BEIT HILLEL, Israel -- The Israeli soldiers at the checkpoint on the road to Shaba Farms, territory that Hezbollah says belongs to Lebanon, were in good spirits yesterday, even as they turned back every civilian. The sun had not yet cleared the highest hills, but the army's artillery was already busy, firing across the border.
"This is the money time," said Yudi, one of the soldiers there.
The army's senior commanders confirmed yesterday that Israel has intensified efforts to inflict maximum damage on Hezbollah, just in case the faltering international attempts to achieve a cease-fire take hold and force an end to the fighting.
Both sides suddenly seemed intent on accelerating the fighting. Hezbollah fired more than 230 rockets into Israel yesterday, a record number for one day, killing one man at Kibbutz Saar near Nahariya, injuring at least a dozen others and setting fires in northern Israel that burned for much of the day.
One of the rockets reached the Jordan Valley town of Beit Shean, more than 40 miles inside Israel, the deepest strike into the country so far. Another Hezbollah rocket traveling roughly the same distance veered into the West Bank.
Israel said its forces killed a number of Hezbollah fighters in clashes that began at dawn and continued into the evening. The army said nine Israeli soldiers were wounded.
At the checkpoint and at Israeli army bases in the north, soldiers and officers sounded emboldened by the military's helicopter raid Tuesday deep into Lebanon, in the city of Baalbek. Commanders said Israeli forces killed at least 10 Hezbollah fighters there and captured five low-level Hezbollah members, who were brought to Israel.
The military's chief of staff, Lt. Gen. Dan Halutz, said much of the fighting there occurred at a hospital.
"The hospital was built by Iran, and this hospital was managed by Iran," he said.
In Baalbek, residents told reporters that the Dar al-Hakima hospital was run by the Imam Khomeini Islamic Foundation charity, and they said Israeli forces bombed roads and bridges leading to the hospital.
As Halutz spoke at a military base near here, Israeli artillery thundered behind him, and towers of smoke rose from open areas struck less than an hour earlier by Hezbollah rockets.
Israeli forces are facing what Halutz and other officers acknowledged was stiff resistance: "So far we must say Hezbollah has their abilities, and they can continue fighting."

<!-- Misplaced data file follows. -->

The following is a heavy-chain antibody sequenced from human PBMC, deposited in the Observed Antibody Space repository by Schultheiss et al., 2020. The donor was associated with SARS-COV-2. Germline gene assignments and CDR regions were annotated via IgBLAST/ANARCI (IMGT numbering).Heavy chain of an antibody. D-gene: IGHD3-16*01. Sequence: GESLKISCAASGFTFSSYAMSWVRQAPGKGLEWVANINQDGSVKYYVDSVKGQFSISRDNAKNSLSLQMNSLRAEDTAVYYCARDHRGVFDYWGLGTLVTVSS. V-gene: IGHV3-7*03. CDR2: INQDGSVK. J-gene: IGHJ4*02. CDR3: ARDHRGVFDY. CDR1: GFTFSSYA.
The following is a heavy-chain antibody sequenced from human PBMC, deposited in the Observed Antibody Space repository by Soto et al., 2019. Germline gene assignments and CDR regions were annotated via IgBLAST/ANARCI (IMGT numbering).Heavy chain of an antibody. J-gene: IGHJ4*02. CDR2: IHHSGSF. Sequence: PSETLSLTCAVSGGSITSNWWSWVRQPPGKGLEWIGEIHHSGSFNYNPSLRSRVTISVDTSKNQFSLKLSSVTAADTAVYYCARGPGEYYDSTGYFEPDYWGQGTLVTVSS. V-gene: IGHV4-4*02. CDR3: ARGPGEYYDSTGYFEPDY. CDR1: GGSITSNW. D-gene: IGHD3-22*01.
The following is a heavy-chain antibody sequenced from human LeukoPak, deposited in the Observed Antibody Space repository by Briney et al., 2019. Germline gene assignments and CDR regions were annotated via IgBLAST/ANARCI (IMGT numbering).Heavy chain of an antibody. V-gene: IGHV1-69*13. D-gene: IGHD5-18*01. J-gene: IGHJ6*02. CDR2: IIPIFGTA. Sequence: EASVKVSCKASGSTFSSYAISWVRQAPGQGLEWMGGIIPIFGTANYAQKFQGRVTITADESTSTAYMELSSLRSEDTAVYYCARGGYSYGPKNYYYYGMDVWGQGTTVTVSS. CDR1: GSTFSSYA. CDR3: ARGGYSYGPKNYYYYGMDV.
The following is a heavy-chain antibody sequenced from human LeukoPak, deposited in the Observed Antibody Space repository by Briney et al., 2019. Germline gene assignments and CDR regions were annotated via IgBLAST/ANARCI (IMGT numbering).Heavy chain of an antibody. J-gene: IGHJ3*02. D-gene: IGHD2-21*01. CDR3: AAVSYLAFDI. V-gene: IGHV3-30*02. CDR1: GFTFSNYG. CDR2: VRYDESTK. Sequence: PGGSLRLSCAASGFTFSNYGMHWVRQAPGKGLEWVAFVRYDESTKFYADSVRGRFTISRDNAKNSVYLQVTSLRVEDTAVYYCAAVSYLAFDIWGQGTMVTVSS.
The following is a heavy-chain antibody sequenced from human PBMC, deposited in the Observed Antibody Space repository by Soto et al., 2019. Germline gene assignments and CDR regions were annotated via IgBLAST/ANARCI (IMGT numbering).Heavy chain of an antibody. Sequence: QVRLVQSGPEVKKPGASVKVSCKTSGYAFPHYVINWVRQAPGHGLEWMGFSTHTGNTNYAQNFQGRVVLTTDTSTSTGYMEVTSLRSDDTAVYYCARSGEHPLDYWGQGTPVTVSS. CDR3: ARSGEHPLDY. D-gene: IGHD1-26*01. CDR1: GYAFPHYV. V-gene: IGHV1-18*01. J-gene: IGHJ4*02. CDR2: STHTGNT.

Brig. Gen. Guy Zur, commander of a combined armor and infantry division, said Israeli troops have won at least nominal control of about 25 percent of the Lebanese territory south of the Litani River. He offered no details about the army's objectives other than its targeting of Hezbollah, and he refrained from characterizing its rate of progress.
Israeli troops were active against Hezbollah yesterday in more than a half-dozen villages within a few miles of the border, he said. There was fighting again in Bint Jbail, where the worst known clashes have occurred; Taibe, a hillside away from the Israeli town of Metulla; Markaba, across the border from the Israeli town of Kiryat Shmona; and the villages of Blida and Shaqra, Zur said.
"We have the ability and the forces and the motivation to fight this problem anywhere in Lebanon," he said. "We have the time, our troops are very strong, and we will succeed in our goal."
"We are ready to deepen our operations in Lebanon."
Officers talked as though they had nothing but time, despite the diplomatic efforts to arrange a cease-fire and dispatch a multinational force to southern Lebanon. They sounded determined to convince the Israeli public that the army could greatly weaken Hezbollah, if other countries would give it the time.
"I won't say days, weeks or months; it would be mistake," said Halutz, the chief of staff, when asked how long Israel would continue its offensive. "In the goals of the operation, there's a military side and a political side."
"We are going to provide our government flexibility to take each decision," he said. "To withdraw, to stay or to advance."
Israeli Prime Minister Ehud Olmert, in an interview with the Associated Press, said Israeli forces would keep fighting until an international force took up positions in Lebanon. That could mean weeks more fighting, as commanders publicly say they want.
"We can't stop because if there will not be a presence of a very effective and robust military international force," the prime minister said, "Hezbollah will be there, and we will have achieved nothing."
At the checkpoint on the road to Shaba Farms, the sun first turned the hills from a restful blue to a hard-baked brown. High fences equipped with sensors stood along both sides of the road, the fencing with yellow-and-red signs warning of mines.
The soldiers, more relaxed than in recent days, offered coffee even as they turned away every civilian car. A stream of military vehicles were waved through, to the high ridges and the fighting.